Entology Inc. grew robustly even through the recession, but Lawrence Prager isn't taking anything for granted. "You've got to lock down your customers so they don't have an excuse to go somewhere else," says the 38-year-old founder and CEO of the Bedminster, New Jersey-based IT consulting firm, whose projected sales for 2002 are about $19 million. That's why Entology added electronic invoicing as an added convenience for its customers. "If we can keep costs low and operate more efficiently than other people," says Prager, "we're going to invest there, because if the economy continues to be uncertain, we'll take advantage of our strength."

NO FEAR

BIG MOVES EQUAL BIG GAINS

Irving Sparage wasn't going to let a little thing like a recession interfere with taking advantage of the business opportunity of a lifetime. That's why, even after a down 2001 and a sluggish spring, he's completing an investment of about $1 million to move the headquarters of his company, Smith Welding Supply Inc., from downtown Detroit to suburban Ferndale, Michigan.

"I'm making this investment for the long term," says the 53-year-old third-generation owner of a family business. "This move will make us a more efficient company and better poised to handle growth."

Not only was the urban site getting too tight for Sparage's rapidly expanding business, which now employs 65 people, but Ferndale city officials also indicated they would be fine with Smith Welding's storage of industrial gases at the new location, which was the site of an old gas company. "It was a godsend," he says. "It's hard to find communities that aren't reticent about our moving in."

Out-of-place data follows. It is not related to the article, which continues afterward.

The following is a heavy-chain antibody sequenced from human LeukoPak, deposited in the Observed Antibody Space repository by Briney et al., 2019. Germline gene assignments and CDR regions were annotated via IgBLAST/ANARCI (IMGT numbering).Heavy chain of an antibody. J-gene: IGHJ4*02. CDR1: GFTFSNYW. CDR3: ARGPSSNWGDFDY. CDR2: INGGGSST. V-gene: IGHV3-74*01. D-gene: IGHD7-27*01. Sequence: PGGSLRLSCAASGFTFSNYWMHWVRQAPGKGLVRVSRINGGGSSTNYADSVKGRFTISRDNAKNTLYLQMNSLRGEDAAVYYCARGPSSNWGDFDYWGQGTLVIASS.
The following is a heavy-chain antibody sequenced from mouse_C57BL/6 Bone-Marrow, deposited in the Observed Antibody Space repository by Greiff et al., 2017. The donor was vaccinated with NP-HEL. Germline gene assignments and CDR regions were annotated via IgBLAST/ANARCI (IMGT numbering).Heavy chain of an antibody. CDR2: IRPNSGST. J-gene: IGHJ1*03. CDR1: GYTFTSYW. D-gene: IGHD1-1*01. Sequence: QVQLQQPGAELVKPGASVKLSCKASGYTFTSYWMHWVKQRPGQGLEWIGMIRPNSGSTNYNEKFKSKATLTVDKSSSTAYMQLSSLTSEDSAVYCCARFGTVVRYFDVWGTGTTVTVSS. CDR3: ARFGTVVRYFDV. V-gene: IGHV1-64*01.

Sparage purchased the property two years ago when Smith Welding's growing staff was already in the double digits, and the company was well on its way to a $14 million year. But when the industrial recession hit hard times last year, Smith Welding fell several hundred thousand dollars short of its 2000 revenues. The softness continued through last spring.

But Sparage kept right on with the move, including investing in "higher-tech equipment in this facility to try to get an edge on the competition." Now he wants to boost Smith Welding's sales staff by 10 new people in the next two years. "I guess," he concludes, "I'm an eternal optimist."


Dale Buss is a journalist and editorial consultant in Rochester Hills, Michigan.